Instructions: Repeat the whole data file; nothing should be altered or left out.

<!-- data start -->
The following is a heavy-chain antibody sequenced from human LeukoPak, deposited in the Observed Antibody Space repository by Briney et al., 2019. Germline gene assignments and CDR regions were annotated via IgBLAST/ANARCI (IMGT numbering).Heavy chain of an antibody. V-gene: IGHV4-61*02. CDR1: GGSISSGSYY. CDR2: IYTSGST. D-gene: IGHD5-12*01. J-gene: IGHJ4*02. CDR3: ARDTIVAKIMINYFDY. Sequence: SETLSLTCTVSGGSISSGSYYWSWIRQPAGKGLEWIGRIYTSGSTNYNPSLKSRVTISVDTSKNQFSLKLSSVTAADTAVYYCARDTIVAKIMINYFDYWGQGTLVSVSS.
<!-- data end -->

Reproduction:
The following is a heavy-chain antibody sequenced from human LeukoPak, deposited in the Observed Antibody Space repository by Briney et al., 2019. Germline gene assignments and CDR regions were annotated via IgBLAST/ANARCI (IMGT numbering).Heavy chain of an antibody. V-gene: IGHV4-61*02. CDR1: GGSISSGSYY. CDR2: IYTSGST. D-gene: IGHD5-12*01. J-gene: IGHJ4*02. CDR3: ARDTIVAKIMINYFDY. Sequence: SETLSLTCTVSGGSISSGSYYWSWIRQPAGKGLEWIGRIYTSGSTNYNPSLKSRVTISVDTSKNQFSLKLSSVTAADTAVYYCARDTIVAKIMINYFDYWGQGTLVSVSS.